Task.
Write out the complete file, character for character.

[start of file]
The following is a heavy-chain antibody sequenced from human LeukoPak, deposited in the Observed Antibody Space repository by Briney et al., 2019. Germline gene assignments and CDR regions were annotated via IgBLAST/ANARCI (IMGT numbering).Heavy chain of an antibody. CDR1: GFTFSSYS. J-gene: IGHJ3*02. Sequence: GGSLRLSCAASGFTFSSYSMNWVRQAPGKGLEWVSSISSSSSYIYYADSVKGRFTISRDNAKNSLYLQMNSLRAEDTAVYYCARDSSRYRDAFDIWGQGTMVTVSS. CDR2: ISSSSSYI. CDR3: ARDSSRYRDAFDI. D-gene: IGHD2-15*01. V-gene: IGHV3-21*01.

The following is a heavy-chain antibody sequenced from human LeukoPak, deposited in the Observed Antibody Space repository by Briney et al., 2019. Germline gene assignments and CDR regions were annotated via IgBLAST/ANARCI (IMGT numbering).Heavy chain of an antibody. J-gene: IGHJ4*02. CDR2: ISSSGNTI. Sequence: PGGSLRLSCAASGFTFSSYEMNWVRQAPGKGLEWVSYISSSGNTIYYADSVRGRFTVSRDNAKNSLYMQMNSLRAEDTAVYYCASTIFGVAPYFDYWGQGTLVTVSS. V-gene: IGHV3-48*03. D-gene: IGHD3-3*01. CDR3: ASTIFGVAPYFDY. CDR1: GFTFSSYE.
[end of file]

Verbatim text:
The following is a heavy-chain antibody sequenced from human LeukoPak, deposited in the Observed Antibody Space repository by Briney et al., 2019. Germline gene assignments and CDR regions were annotated via IgBLAST/ANARCI (IMGT numbering).Heavy chain of an antibody. CDR1: GFTFSSYS. J-gene: IGHJ3*02. Sequence: GGSLRLSCAASGFTFSSYSMNWVRQAPGKGLEWVSSISSSSSYIYYADSVKGRFTISRDNAKNSLYLQMNSLRAEDTAVYYCARDSSRYRDAFDIWGQGTMVTVSS. CDR2: ISSSSSYI. CDR3: ARDSSRYRDAFDI. D-gene: IGHD2-15*01. V-gene: IGHV3-21*01.

The following is a heavy-chain antibody sequenced from human LeukoPak, deposited in the Observed Antibody Space repository by Briney et al., 2019. Germline gene assignments and CDR regions were annotated via IgBLAST/ANARCI (IMGT numbering).Heavy chain of an antibody. J-gene: IGHJ4*02. CDR2: ISSSGNTI. Sequence: PGGSLRLSCAASGFTFSSYEMNWVRQAPGKGLEWVSYISSSGNTIYYADSVRGRFTVSRDNAKNSLYMQMNSLRAEDTAVYYCASTIFGVAPYFDYWGQGTLVTVSS. V-gene: IGHV3-48*03. D-gene: IGHD3-3*01. CDR3: ASTIFGVAPYFDY. CDR1: GFTFSSYE.